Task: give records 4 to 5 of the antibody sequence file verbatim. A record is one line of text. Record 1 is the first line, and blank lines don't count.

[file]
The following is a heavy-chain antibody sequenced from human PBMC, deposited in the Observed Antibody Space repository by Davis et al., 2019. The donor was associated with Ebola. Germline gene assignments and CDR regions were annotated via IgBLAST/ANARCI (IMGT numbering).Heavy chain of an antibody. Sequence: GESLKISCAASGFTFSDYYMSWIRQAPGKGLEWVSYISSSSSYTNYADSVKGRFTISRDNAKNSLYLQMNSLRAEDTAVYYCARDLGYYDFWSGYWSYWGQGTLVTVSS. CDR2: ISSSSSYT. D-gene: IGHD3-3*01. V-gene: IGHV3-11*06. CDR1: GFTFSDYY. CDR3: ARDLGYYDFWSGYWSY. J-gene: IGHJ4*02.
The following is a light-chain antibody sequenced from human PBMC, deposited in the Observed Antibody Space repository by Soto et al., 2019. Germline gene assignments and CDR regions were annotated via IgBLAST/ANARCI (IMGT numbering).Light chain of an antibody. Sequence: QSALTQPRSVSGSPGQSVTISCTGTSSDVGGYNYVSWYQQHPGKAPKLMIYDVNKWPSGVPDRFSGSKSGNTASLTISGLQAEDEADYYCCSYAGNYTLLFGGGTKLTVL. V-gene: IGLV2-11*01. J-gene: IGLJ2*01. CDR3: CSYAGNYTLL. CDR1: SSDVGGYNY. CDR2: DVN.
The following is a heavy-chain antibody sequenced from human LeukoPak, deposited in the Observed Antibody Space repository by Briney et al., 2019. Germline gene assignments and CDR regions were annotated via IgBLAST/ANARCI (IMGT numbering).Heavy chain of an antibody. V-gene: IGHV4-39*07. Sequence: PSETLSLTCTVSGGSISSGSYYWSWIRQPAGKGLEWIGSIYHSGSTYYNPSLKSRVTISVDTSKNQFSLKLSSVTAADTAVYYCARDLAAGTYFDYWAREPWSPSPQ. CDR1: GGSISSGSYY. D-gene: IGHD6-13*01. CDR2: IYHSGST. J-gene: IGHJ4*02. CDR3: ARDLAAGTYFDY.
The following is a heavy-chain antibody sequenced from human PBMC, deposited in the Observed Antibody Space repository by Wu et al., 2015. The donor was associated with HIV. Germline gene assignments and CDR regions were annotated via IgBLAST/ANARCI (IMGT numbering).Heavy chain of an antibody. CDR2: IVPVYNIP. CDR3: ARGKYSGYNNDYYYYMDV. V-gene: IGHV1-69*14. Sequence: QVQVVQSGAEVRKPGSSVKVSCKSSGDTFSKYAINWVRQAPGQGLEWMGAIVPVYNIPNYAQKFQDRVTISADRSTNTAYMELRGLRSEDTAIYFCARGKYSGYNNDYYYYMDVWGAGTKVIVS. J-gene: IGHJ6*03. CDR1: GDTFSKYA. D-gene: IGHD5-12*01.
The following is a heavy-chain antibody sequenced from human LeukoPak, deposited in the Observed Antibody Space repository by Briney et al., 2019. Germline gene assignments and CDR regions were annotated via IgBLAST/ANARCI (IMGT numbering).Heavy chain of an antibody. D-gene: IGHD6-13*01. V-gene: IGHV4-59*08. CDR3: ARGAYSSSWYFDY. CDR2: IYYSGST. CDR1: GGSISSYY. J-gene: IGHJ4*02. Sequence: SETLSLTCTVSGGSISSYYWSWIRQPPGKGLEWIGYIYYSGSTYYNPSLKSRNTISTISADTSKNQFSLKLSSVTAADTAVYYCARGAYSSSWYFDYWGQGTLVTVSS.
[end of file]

The following is a heavy-chain antibody sequenced from human PBMC, deposited in the Observed Antibody Space repository by Wu et al., 2015. The donor was associated with HIV. Germline gene assignments and CDR regions were annotated via IgBLAST/ANARCI (IMGT numbering).Heavy chain of an antibody. CDR2: IVPVYNIP. CDR3: ARGKYSGYNNDYYYYMDV. V-gene: IGHV1-69*14. Sequence: QVQVVQSGAEVRKPGSSVKVSCKSSGDTFSKYAINWVRQAPGQGLEWMGAIVPVYNIPNYAQKFQDRVTISADRSTNTAYMELRGLRSEDTAIYFCARGKYSGYNNDYYYYMDVWGAGTKVIVS. J-gene: IGHJ6*03. CDR1: GDTFSKYA. D-gene: IGHD5-12*01.
The following is a heavy-chain antibody sequenced from human LeukoPak, deposited in the Observed Antibody Space repository by Briney et al., 2019. Germline gene assignments and CDR regions were annotated via IgBLAST/ANARCI (IMGT numbering).Heavy chain of an antibody. D-gene: IGHD6-13*01. V-gene: IGHV4-59*08. CDR3: ARGAYSSSWYFDY. CDR2: IYYSGST. CDR1: GGSISSYY. J-gene: IGHJ4*02. Sequence: SETLSLTCTVSGGSISSYYWSWIRQPPGKGLEWIGYIYYSGSTYYNPSLKSRNTISTISADTSKNQFSLKLSSVTAADTAVYYCARGAYSSSWYFDYWGQGTLVTVSS.